5Wei Dai
    Ok, I checked the CEV writeup and you did mention these briefly. But that makes me unsure why you claimed to have solved metaethics. What should you do if your FAI comes back and says that your EV shows no coherence due to order dependence and butterfly effects (assuming it's not some kind of implementation error)? If you're not sure the answer is "nothing", and you don't have another answer, doesn't that mean your solution (about the meaning of "should") is at least incomplete, and possibly wrong? You said that TDT solves Parfit's Hitchhiker, so I don't know if you would have kept looking for more problems related to Parfit's Hitchhiker and eventually come upon Counterfactual Mugging. Both of these can be solved without also solving halting-oracles-shouldn't-be-unimaginable. For (a), solve logical uncertainty. For (b), switch to UDT-with-world-programs. Also, here is another problem that maybe you weren't already aware of.
    Wouldn't that kind of make moral reasoning impossible?
    You never did any engineering-level mathematical modeling of real system, did you? The main difficulty is not proving the theorems, it is finding the right axioms to describe the relevant aspects of the system and the properties of interest. And that's where errors often occur. Now, typical engineering tasks pale in comparison to the task you are trying to undertake: creting a fully specified mathematical model of ethics. Most likely it's just the Dunning–Kruger effect Just like when you "resolved" the interpretation of quantum mechanics? Well, good thing that you are never going to make anything close to an AGI and that AGI risk is probably overrated, otherwise it wouldn't end well...
    For the record: I, too, want an FAI team in which Eliezer isn't the only one with Eliezer-level philosophical ability or better. This is tougher than "merely" finding 1-in-10-million math talents, but still do-able. What am I doing about it? I wrote a post encouraging a specific kind of philosophical education that I think will be more likely to produce Eliezer-level philosophers than a "normal" philosophical education (or even a CMU or UPitts one). When Louie came up with the idea to write a list of Course recommendations for Friendliness researchers, I encouraged it. Also, one of the reasons I ended up supporting the plan to launch CFAR in 2012 was its potential not only to make people more effective at achieving their goals, but also to learn ways to make some people better philosophers (see my last paragraph here). And there's more, but I can't talk about it yet. Also, as Eliezer said, Paul Christiano's existence is encouraging.
    What about Kawoomba's existence? :-( CFAR and related are good efforts at raising the sanity waterline (which is an average), not so much for identifying the extreme outliers that could Alan-Turing their way towards an FAI. Those will make waves on their own. Such grassroots organisations may be good ways of capturing the attention of a wider audience, although second to publishing in the field / personally building a network at conferences. The time horizon and viability of having a few hundred self-selected college aged students and trying to grow them into a seminal figure of extraordinary capabilities seems prohibitive, especially when there are already exceedingly capable people at Stanford et al, who already bring the oomph and just lack the FAI-motivation.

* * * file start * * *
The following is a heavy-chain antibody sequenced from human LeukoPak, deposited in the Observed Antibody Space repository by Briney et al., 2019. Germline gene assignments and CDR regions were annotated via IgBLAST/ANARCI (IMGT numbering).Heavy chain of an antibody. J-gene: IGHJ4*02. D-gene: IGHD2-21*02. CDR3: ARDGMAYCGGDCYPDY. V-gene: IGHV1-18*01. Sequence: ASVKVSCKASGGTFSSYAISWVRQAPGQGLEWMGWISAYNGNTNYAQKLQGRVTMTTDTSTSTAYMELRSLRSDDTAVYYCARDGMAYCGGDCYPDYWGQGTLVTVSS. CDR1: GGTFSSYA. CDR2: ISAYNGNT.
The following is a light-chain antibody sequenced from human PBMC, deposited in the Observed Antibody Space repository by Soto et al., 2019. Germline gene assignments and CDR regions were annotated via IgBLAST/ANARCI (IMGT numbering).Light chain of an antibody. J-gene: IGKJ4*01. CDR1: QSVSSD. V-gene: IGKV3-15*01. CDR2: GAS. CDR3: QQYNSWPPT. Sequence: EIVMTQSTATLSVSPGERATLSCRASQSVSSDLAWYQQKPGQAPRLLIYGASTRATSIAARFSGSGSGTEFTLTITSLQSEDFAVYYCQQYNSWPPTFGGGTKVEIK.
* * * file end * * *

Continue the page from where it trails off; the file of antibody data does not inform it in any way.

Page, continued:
Can you name some older academics that have the requisite philosophical skill? (And if your first line isn't a joke, perhaps you can link me to some of your own philosophical works?)
    Sipser, Russell&Norvig et al are core parts of your proposed philosophical curriculum, Louis' course recommendations reads like my former grad CS reading list. It follows that, say, many with or pursuing a PhD in Machine Learning and related have also picked up a majority of your desired (per your recommendations) philosophical skills. I'm not postulating that Bayesian superstars also make the best drummers and fencing masters, but between your analytical CS-style philosophy and Machine Learning groups there is a cross-domain synergy effect that comes with the clarity of designing minds - or advanced algorithms. (As for myself, the first line was meant as a joke - alas! How sad!)
    No, I wouldn't say that. The problem is that we (humans) don't know how to teach the philosophical skill I'm talking about, so there aren't classes on it, so I can only recommend courses on "the basics" or "prerequisites." I don't know how to turn a math/CS PhD under Stuart Russell into the next Eliezer Yudkowsky.
    The only thing that's certain is that somebody has trouble properly apprehending your intelligence.

    Vassar - your English is encrypted - more an assumption of intelligence than a sign.

    EY - I admire your work. Along with Robin this is the best Show in Town and I will miss it, when it stops.

    I actually doubt whether you are accomplishing anything - but this does not seem so important to me, because the effort itself is worthwhile. And we are educated along the way.

    This is a youthful blog with youthful worries. From the vantage point of age worrying about intelligence seems like a waste of time and unanswerable to boot.

    But those are the stones in your shoes.

    @Jef Allbright:

    Can you be concrete and specific about where Eliezer is or has been arrogant?